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The Insanity Defense: Definition, Famous Cases, Pros & Cons

Instructor: Jessica Schubert

Jessica is a practicing attorney and has taught law and has a J.D. and LL.M.

This lesson will review the insanity defense. You will first examine the definition of the insanity defense. Then you will look at several famous insanity defense cases. Finally, you will review the pros and cons of the insanity defense.

Definition

You either recall or have at least read about President Reagan getting shot back in the 1980s? The man who attempted the assassination tried to assert the insanity defense when he was on trial for the crime.

The insanity defense is a defense where the individual who is charged with a crime admits that they committed a crime, but claim that they are not responsible for the crime due to mental illness; in other words, they are not guilty by reason of insanity.

Famous Cases

The initial case establishing the legal insanity test is commonly referred to as the M'Naghten case. In this case, the British Prime Minister was shot and killed. The shooter claimed that he believed that the Prime Minister was in a conspiracy against him and he was defending himself. The court decided to acquit, or dismiss, the charges against the shooter, by reason of insanity. However, the shooter was then sent to a mental institution for the duration of his life. The standard created by this case, which was that there was a presumption of sanity unless one could show a defect of the mind which resulted in one's inability to comprehend the nature of the act as wrong, became the standard in the United States.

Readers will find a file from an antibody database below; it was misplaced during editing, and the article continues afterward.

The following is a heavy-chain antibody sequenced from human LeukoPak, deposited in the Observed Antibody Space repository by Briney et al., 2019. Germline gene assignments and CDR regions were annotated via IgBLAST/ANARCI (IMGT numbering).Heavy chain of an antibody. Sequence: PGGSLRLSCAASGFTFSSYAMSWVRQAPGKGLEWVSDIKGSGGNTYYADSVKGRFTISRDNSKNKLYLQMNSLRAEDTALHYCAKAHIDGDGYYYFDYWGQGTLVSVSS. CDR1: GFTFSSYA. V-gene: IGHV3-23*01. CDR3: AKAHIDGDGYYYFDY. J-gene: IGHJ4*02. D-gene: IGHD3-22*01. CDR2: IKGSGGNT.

As indicated earlier in this lesson, one famous case utilizing the insanity defense was the case involving the assassination attempt of former President Ronald Reagan. The shooter in that case, John Hinkley, apparently believed that he was part of the film entitled Taxi Driver. He believed that President Reagan was part of the movie and that Hinkley, as the main character, had to stalk the President and engage in a shoot out with him. Hinkley then did just that, shooting then President Reagan several times. When on trial, Hinkley's attorneys used the insanity defense to defend Hinkley's actions. Moreover, the Hinkley's defense attorneys demonstrated that Hinkley had had schizophrenia for years and submitted documentation of the disease. Hinkley was successful in the use of the insanity defense and currently resides in a mental institution.

Pros

Proponents of the insanity defense cite various reasons as to why the defense is necessary. Initially, proponents argue that punishment of mentally ill individuals does not make sense. Moreover, proponents argue that in mental institutions, mentally ill patients can get the help that they need. Furthermore, proponents assert that it is wrong to punish people who cannot understand that what they did was wrong. Finally, proponents contend that punishment, such as jail time, is not safe for mentally ill individuals.

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